The 10 rupee movie ticket: What is the price of a movie ticket in Chennai? Take a guess. 250? Nope. 200? Wrong again. Rs.120. That is all a seat in any multiplex would cost in the city. Now, for the student bonanza: All front row seats are up for grabs for Rs. 10 only!! I understand it means spending a couple of hours craning your neck, but for a student torn between her love for cinema and books, it was a good bargain.

The beach: The beach clearly sets Chennai apart from other metro cities. Witness the glorious sunrise and sunset, with hot molgha bajjis with chutney, sundal (boiled and seasoned chickpeas), and of course sample a wide variety of sea food caught fresh by the local fishermen and cooked right at the spot for you. Visiting the beach for some it is a part of their daily routine, for others a weekend haunt, some come here to seek solitude; some come to celebrate with friends and families. And when it gets too crowded you can always walk along the sea shore, footwear in hand - feeling the wet sand scrunch under your feet as the waves come and kiss your feet once in a while.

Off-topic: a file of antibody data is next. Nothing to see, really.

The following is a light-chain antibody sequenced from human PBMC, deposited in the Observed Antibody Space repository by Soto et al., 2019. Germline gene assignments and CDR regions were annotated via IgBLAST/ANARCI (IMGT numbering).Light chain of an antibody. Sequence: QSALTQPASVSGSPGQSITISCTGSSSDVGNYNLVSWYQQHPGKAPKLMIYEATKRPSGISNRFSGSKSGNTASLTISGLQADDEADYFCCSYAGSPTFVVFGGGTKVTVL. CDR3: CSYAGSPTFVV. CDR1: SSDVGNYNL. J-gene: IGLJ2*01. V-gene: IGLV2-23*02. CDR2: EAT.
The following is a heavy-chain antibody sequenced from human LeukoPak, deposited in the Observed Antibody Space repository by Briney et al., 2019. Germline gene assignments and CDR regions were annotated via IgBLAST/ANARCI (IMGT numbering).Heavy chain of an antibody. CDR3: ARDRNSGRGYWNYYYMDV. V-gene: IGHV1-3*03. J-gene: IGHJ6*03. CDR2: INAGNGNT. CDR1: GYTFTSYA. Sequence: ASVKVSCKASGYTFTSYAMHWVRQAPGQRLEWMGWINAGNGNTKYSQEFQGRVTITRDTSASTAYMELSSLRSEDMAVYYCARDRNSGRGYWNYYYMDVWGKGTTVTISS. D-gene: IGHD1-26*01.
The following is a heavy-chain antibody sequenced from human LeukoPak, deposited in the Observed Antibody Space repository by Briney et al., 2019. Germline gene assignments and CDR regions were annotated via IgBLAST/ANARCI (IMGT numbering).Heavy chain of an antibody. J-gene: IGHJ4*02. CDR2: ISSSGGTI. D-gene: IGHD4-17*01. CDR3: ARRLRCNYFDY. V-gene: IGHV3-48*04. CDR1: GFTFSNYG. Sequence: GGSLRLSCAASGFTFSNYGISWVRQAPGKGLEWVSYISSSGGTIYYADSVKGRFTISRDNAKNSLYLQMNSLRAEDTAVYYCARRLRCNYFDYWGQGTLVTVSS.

Connemara Library: It boasts to be one of the oldest public libraries of the country. I first entered the gates of the library as a college student who needed the reference of a couple of books that were not housed by the college library. The red bricked building with green windows had a look of the old colonial times, people buzzing around in the campus with the tall trees casting tall shadows blocking out the sun offering some respite from the heat. On stepping in, I saw a long hall with  tables lined in the centre flanked on either side by tall wooden racks holding books from the different times, of all possible color, size and volume. It was clearly my Alice-in-Wonderland moment.